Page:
Interview - Miriam Calleja Shaw

You have recently published a book called COVID-19and the Virus that Shook the World. It provides a sobering look at virus infections and pandemics, with particular emphasis on the COVID-19 strain. Presently, the cases have diminished in Europe but the spread has moved elsewhere. However, how safe is ‘safe’ at the moment?

With the way things are evolving with the ’new’ coronavirus, it’s very difficult to answer this question. The WHO just last weekend warned that the worst may be yet to come. We are certainly witnessing an atrocious amount of deaths and illness in the US. We don’t yet know with certainty which factors are affecting the progression of the pandemic. Indeed we don’t even know about all the symptoms that appear with COVID-19 infection. The relative ‘safety’ is different for everyone, depending on the state of their immunity and certain other factors. For a person with average health who isn’t too old, the danger of getting severely ill may be low – but we need to think of the big picture. Is this person going to come into contact with elderly parents, with patients, with people with compromised immunity? Is this person living in a community where the healthcare system is easily overwhelmed? Do we know enough about our own health? And, even if the symptoms aren’t too bad upon infection, do we know about the future consequences? There are so many questions that will only be answered with time, because we need to know what effects the virus will have on us, and what effects we can have on it in terms of preventative or curative medicines. My short answer is: we need to exercise caution for a long time yet.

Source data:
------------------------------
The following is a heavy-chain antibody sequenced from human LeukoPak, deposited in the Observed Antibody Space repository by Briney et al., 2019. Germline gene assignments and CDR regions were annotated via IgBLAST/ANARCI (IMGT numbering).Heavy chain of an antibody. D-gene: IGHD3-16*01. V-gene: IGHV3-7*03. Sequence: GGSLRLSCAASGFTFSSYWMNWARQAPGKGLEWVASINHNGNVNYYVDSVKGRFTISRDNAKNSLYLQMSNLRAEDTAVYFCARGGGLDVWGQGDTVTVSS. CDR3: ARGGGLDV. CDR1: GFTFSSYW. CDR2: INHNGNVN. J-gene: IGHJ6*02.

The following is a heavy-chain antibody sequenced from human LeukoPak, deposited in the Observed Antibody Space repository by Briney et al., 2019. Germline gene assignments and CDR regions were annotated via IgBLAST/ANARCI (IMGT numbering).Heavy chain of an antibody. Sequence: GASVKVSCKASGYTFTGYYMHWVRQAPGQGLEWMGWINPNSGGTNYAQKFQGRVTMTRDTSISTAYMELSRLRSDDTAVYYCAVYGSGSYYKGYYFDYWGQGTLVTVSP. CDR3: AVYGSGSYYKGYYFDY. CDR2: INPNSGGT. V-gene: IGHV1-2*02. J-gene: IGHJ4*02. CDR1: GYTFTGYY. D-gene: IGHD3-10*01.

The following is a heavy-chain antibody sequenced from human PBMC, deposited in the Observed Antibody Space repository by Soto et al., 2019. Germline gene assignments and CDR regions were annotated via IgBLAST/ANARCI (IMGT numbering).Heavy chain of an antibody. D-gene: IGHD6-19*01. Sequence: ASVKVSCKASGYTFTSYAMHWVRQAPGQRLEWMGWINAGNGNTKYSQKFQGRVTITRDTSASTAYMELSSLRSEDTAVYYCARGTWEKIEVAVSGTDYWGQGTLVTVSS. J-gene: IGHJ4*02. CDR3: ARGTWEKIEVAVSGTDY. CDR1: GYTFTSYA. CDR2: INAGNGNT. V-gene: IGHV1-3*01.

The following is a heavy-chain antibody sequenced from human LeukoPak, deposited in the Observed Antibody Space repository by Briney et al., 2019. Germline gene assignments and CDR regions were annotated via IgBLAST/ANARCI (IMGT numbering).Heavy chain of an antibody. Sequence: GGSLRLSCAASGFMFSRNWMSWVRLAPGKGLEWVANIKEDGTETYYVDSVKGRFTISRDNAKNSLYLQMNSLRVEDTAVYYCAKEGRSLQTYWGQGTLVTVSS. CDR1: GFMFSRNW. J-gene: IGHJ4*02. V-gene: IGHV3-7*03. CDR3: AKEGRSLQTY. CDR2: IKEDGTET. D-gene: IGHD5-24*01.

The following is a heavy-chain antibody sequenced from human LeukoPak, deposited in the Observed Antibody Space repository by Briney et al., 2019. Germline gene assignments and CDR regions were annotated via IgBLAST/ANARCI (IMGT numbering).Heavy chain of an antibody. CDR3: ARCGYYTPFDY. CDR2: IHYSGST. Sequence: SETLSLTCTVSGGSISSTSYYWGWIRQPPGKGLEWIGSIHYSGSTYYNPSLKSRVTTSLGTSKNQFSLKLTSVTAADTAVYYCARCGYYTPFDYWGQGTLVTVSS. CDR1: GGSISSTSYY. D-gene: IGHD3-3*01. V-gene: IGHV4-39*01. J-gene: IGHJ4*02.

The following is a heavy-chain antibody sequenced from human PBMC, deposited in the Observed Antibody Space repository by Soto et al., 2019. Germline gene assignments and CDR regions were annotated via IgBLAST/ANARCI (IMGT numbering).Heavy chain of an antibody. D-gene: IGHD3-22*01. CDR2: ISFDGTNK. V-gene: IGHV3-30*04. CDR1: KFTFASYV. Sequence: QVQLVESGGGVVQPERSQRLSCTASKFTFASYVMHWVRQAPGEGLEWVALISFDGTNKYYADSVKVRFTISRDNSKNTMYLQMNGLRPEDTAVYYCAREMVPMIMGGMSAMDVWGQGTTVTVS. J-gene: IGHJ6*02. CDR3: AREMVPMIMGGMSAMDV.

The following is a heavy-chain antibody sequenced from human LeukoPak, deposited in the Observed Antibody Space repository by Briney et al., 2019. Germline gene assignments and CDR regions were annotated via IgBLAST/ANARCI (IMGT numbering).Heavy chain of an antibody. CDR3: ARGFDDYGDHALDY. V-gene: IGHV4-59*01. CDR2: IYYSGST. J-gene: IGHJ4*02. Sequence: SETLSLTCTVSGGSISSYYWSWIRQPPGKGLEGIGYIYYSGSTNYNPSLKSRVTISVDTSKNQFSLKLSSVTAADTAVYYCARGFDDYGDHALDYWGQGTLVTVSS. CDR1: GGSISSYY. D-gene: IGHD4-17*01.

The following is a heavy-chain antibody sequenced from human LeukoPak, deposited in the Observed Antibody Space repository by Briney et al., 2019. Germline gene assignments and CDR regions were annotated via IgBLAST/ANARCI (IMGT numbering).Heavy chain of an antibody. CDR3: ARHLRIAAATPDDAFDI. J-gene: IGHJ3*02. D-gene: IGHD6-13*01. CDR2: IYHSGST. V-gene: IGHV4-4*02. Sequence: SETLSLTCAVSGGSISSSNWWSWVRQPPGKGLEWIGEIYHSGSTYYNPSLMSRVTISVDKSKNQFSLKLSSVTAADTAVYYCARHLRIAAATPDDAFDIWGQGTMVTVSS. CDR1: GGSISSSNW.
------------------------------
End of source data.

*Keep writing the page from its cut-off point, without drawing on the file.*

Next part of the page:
You are a pharmacist by profession but many know you primarily as a poet. Is there poetry in pharmacy?

Once you start looking for it, there’s poetry in everything – it’s incurable. As a pharmacist I work in community and also in other areas that require me to use language, where the primary aim is to make information as clear as possible and to avoid misunderstandings. As you can imagine this is vital when it comes to patient information. It really makes me appreciate clarity and how to better get information across where it is needed. In my poetry I’m also portraying a message, or a number of messages, and I believe that clarity can enhance connection. This is a muscle I’m flexing in both areas and I enjoy the intertwining threads that they share.

In your first anthology, Pomegranate Heart, there are a number of poems that tackle a very intimate kind of memory. What are the challenges involved in taking a very personal experience and passing on its ownership to your poetical persona?

I remember the shock of sharing my poetry after years of keeping it to myself. I wanted to take it all back for a moment – it was akin to hanging up dirty laundry but with an ISBN number. But then it became clear to me that everybody reads poetry through their own lens, their own experiences making my truths murky. I try to play with words to evoke a universality so that the experience is not just mine. I’m expressing my need to write and to tell my story, but I’d also like to evoke a moment of ‘You felt that? Me too.’

In Inside Skin you collaborated with photographer Zvezdan Reljić. What came first, the poem or the pic? Or was it a more symbiotic relationship?

Sometimes you meet a person or an artist who really feels/gets your work. I like to think of Zvezdan as one of these persons. We did not have endless discussions or what goes where, which poem goes with which picture. I think, but I can only speak for myself of course, that we trusted the process of intuition, of casually weaving the poems and images together until they seemed to fit and find each other.